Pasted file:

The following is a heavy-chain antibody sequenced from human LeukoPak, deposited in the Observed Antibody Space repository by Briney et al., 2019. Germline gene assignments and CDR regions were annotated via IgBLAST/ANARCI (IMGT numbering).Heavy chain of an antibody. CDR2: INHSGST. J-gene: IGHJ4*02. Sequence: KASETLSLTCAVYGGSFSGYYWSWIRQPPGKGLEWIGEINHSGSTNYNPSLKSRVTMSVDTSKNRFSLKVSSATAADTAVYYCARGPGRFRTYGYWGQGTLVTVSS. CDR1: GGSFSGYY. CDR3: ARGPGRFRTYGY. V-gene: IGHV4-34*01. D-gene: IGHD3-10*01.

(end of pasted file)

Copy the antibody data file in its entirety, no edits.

The following is a heavy-chain antibody sequenced from human LeukoPak, deposited in the Observed Antibody Space repository by Briney et al., 2019. Germline gene assignments and CDR regions were annotated via IgBLAST/ANARCI (IMGT numbering).Heavy chain of an antibody. CDR2: INHSGST. J-gene: IGHJ4*02. Sequence: KASETLSLTCAVYGGSFSGYYWSWIRQPPGKGLEWIGEINHSGSTNYNPSLKSRVTMSVDTSKNRFSLKVSSATAADTAVYYCARGPGRFRTYGYWGQGTLVTVSS. CDR1: GGSFSGYY. CDR3: ARGPGRFRTYGY. V-gene: IGHV4-34*01. D-gene: IGHD3-10*01.